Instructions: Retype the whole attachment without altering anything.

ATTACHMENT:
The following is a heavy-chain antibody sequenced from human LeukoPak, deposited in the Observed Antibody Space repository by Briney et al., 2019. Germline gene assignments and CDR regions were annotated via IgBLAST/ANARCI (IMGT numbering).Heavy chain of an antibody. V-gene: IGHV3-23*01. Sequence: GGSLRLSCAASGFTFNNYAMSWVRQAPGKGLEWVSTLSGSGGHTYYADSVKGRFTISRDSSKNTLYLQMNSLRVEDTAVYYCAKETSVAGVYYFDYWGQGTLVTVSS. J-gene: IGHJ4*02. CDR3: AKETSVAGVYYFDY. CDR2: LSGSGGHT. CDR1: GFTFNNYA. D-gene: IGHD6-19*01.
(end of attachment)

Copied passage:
The following is a heavy-chain antibody sequenced from human LeukoPak, deposited in the Observed Antibody Space repository by Briney et al., 2019. Germline gene assignments and CDR regions were annotated via IgBLAST/ANARCI (IMGT numbering).Heavy chain of an antibody. V-gene: IGHV3-23*01. Sequence: GGSLRLSCAASGFTFNNYAMSWVRQAPGKGLEWVSTLSGSGGHTYYADSVKGRFTISRDSSKNTLYLQMNSLRVEDTAVYYCAKETSVAGVYYFDYWGQGTLVTVSS. J-gene: IGHJ4*02. CDR3: AKETSVAGVYYFDY. CDR2: LSGSGGHT. CDR1: GFTFNNYA. D-gene: IGHD6-19*01.